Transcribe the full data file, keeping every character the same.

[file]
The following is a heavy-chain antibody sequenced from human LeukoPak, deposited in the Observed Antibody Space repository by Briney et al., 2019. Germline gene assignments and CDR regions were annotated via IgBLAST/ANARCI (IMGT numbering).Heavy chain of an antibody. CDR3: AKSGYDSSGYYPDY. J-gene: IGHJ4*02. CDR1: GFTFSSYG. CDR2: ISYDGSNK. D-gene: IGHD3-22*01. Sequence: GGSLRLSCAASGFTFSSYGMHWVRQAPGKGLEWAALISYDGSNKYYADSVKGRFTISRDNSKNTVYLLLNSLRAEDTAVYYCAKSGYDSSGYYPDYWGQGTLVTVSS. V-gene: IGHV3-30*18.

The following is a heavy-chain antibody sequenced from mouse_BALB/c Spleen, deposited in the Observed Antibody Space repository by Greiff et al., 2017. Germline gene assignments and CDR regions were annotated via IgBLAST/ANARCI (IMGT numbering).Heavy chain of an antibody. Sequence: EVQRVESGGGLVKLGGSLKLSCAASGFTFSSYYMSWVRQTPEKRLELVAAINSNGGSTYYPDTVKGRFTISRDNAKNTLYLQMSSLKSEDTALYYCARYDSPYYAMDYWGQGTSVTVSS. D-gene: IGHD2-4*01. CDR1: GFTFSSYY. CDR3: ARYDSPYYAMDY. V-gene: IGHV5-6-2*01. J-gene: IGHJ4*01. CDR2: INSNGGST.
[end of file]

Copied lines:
The following is a heavy-chain antibody sequenced from human LeukoPak, deposited in the Observed Antibody Space repository by Briney et al., 2019. Germline gene assignments and CDR regions were annotated via IgBLAST/ANARCI (IMGT numbering).Heavy chain of an antibody. CDR3: AKSGYDSSGYYPDY. J-gene: IGHJ4*02. CDR1: GFTFSSYG. CDR2: ISYDGSNK. D-gene: IGHD3-22*01. Sequence: GGSLRLSCAASGFTFSSYGMHWVRQAPGKGLEWAALISYDGSNKYYADSVKGRFTISRDNSKNTVYLLLNSLRAEDTAVYYCAKSGYDSSGYYPDYWGQGTLVTVSS. V-gene: IGHV3-30*18.

The following is a heavy-chain antibody sequenced from mouse_BALB/c Spleen, deposited in the Observed Antibody Space repository by Greiff et al., 2017. Germline gene assignments and CDR regions were annotated via IgBLAST/ANARCI (IMGT numbering).Heavy chain of an antibody. Sequence: EVQRVESGGGLVKLGGSLKLSCAASGFTFSSYYMSWVRQTPEKRLELVAAINSNGGSTYYPDTVKGRFTISRDNAKNTLYLQMSSLKSEDTALYYCARYDSPYYAMDYWGQGTSVTVSS. D-gene: IGHD2-4*01. CDR1: GFTFSSYY. CDR3: ARYDSPYYAMDY. V-gene: IGHV5-6-2*01. J-gene: IGHJ4*01. CDR2: INSNGGST.